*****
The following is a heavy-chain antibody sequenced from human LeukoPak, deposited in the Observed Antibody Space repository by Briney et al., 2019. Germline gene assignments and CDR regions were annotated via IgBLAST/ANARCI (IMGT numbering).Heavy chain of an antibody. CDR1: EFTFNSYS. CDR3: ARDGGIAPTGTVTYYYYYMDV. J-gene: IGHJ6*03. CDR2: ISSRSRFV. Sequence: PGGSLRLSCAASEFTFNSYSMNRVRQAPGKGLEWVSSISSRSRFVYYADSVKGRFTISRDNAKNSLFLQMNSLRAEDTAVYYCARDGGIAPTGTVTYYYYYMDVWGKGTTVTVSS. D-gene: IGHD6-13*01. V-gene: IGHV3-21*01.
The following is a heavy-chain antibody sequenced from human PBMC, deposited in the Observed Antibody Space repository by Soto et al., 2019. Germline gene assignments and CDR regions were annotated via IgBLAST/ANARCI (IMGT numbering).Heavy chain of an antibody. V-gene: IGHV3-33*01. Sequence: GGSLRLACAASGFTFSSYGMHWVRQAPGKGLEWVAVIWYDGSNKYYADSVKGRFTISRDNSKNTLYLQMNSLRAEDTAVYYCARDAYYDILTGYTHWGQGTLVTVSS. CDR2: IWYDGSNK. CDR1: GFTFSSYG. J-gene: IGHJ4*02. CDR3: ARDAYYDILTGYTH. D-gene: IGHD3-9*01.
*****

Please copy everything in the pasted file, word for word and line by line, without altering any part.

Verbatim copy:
The following is a heavy-chain antibody sequenced from human LeukoPak, deposited in the Observed Antibody Space repository by Briney et al., 2019. Germline gene assignments and CDR regions were annotated via IgBLAST/ANARCI (IMGT numbering).Heavy chain of an antibody. CDR1: EFTFNSYS. CDR3: ARDGGIAPTGTVTYYYYYMDV. J-gene: IGHJ6*03. CDR2: ISSRSRFV. Sequence: PGGSLRLSCAASEFTFNSYSMNRVRQAPGKGLEWVSSISSRSRFVYYADSVKGRFTISRDNAKNSLFLQMNSLRAEDTAVYYCARDGGIAPTGTVTYYYYYMDVWGKGTTVTVSS. D-gene: IGHD6-13*01. V-gene: IGHV3-21*01.
The following is a heavy-chain antibody sequenced from human PBMC, deposited in the Observed Antibody Space repository by Soto et al., 2019. Germline gene assignments and CDR regions were annotated via IgBLAST/ANARCI (IMGT numbering).Heavy chain of an antibody. V-gene: IGHV3-33*01. Sequence: GGSLRLACAASGFTFSSYGMHWVRQAPGKGLEWVAVIWYDGSNKYYADSVKGRFTISRDNSKNTLYLQMNSLRAEDTAVYYCARDAYYDILTGYTHWGQGTLVTVSS. CDR2: IWYDGSNK. CDR1: GFTFSSYG. J-gene: IGHJ4*02. CDR3: ARDAYYDILTGYTH. D-gene: IGHD3-9*01.